President Donald Trump’s Supreme Court nominee Brett Kavanaugh has gained the support of a key Republican senator.
The decision virtually ensures his nomination will advance to the full Senate a day after Mr Kavanaugh adamantly denied sexually assaulting Christine Blasey Ford, who insisted she was “100%” certain he did.
Moments before the panel convened, Arizona Senator Jeff Flake, a member of the committee, announced he would vote to confirm Mr Kavanaugh.
Mr Flake said Mr Kavanaugh was entitled to the “presumption of innocence … absent corroborating evidence”.
“While some may argue that a different standard should apply regarding the Senate’s advice and consent responsibilities, I believe that the Constitution’s provisions of fairness and due process apply here as well,” Mr Flake said.
“I will vote to confirm Judge Kavanaugh.”
The remarkable evidence before the panel saw Mr Kavanaugh angrily declared his innocence and Ms Ford calmly recount the moment in which she says he attacked her.
The American Bar Association, which previously gave Mr Kavanaugh its highest rating of “well qualified,” asked the Senate Judiciary Committee and the full Senate to delay the vote until the FBI could do a full background check on the assault claims.
White House spokeswoman Sarah Huckabee Sanders dismissed that on Friday, telling reporters Mr Kavanaugh has already “been through six separate background investigations by the FBI”.
“If Senate Republicans proceed with his nomination, they will be prioritising policy aims over a woman’s report of an assault,” the America magazine editors wrote.
“Were he to be confirmed without this allegation being firmly disproved, it would hang over his future decisions on the Supreme Court for decades and further divide the country.”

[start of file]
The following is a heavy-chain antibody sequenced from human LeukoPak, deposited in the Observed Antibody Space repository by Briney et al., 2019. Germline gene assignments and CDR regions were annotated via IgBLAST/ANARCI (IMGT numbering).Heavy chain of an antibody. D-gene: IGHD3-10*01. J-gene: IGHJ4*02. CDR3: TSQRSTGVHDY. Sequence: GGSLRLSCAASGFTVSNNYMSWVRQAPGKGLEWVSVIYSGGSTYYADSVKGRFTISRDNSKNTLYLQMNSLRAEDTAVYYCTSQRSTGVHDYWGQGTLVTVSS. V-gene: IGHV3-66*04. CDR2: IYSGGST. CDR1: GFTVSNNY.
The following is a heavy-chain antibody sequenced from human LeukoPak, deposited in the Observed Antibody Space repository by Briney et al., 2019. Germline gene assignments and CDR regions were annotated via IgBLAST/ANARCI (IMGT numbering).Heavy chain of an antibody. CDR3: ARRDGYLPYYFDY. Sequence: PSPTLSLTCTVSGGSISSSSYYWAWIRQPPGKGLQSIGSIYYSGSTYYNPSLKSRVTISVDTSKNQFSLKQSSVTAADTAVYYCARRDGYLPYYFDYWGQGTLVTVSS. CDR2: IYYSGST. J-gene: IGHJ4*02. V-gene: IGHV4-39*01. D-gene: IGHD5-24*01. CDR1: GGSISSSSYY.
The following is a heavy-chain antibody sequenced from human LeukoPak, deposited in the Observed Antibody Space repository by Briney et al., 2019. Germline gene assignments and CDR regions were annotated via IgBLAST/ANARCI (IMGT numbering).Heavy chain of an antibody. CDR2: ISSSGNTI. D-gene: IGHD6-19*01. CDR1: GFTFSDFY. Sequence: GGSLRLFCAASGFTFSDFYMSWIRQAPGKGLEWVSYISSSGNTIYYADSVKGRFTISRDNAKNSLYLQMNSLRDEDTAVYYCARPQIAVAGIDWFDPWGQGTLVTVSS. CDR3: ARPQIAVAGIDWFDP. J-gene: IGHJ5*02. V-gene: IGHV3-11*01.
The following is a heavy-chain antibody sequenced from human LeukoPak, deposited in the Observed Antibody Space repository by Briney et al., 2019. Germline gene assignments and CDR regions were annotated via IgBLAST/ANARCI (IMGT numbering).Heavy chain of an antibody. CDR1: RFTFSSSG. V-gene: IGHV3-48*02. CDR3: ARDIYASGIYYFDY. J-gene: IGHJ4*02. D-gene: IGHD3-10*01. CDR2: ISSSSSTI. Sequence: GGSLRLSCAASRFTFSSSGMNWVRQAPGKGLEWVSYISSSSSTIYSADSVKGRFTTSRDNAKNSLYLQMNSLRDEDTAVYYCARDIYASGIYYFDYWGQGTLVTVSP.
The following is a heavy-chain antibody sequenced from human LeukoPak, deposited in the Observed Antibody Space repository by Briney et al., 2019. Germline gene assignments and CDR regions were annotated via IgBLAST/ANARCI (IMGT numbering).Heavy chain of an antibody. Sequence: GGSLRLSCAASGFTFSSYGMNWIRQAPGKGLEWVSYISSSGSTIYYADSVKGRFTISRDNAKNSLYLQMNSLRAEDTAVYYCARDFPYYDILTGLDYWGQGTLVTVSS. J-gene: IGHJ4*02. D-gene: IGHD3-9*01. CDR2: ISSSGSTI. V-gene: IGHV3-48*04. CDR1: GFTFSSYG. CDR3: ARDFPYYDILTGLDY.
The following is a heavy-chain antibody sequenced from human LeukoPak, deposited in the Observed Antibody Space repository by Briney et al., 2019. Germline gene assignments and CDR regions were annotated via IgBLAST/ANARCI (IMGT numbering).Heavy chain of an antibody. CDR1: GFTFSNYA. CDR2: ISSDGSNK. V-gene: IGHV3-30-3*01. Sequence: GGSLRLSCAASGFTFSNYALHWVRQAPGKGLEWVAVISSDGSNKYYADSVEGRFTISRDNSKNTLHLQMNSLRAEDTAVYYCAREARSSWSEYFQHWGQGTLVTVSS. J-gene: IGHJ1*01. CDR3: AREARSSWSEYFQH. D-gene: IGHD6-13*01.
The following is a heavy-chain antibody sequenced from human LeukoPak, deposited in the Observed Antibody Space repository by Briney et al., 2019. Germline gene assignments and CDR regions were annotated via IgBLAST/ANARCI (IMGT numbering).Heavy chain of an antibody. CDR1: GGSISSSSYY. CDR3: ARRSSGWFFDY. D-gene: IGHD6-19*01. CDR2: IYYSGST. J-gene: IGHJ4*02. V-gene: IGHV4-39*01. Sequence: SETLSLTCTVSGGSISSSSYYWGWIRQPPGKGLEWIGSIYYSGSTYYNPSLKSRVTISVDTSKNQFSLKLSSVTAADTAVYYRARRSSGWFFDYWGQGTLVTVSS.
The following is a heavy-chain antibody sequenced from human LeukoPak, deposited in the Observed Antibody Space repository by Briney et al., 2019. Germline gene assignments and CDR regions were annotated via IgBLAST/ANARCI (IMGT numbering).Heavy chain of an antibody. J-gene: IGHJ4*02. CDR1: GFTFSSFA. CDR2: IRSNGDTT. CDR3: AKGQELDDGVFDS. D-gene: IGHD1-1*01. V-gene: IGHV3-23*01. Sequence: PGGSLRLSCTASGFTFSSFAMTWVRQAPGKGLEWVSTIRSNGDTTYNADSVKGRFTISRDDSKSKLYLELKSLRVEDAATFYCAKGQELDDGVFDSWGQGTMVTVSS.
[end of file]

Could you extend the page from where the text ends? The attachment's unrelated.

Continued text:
The magazine’s reversal is significant given Mr Kavanaugh has repeatedly cited his Roman Catholic faith and his years as a student at the Jesuit-run Georgetown Prep school in Maryland.
Former president George W. Bush has been advocating for Mr Kavanaugh with wavering senators in recent days, according to a person familiar with Mr Bush’s outreach.
Mr Trump is publicly standing by his nominee.
“His testimony was powerful, honest and riveting,” he tweeted late on Thursday.
“The Senate must vote!”
Several Democratic Judiciary Committee members walked out of Friday’s hearing on Mr Kavanaugh’s nomination.
The fiercely-partisan debate saw Democrats clash with Republicans as Mr Trump tries to get his second nominee confirmed on the body that has the final word on key issues such as abortion and same-sex marriage.
Mr Trump successfully nominated Neil Gorsuch for the vacancy created by the death of Antonin Scalia after Mr Trump’s predecessor Barack Obama had failed to get his candidate, Merrick Garland, confirmed.
Now Mr Trump wants Mr Kavanaugh to fill the berth vacated by the retiring Anthony Kennedy.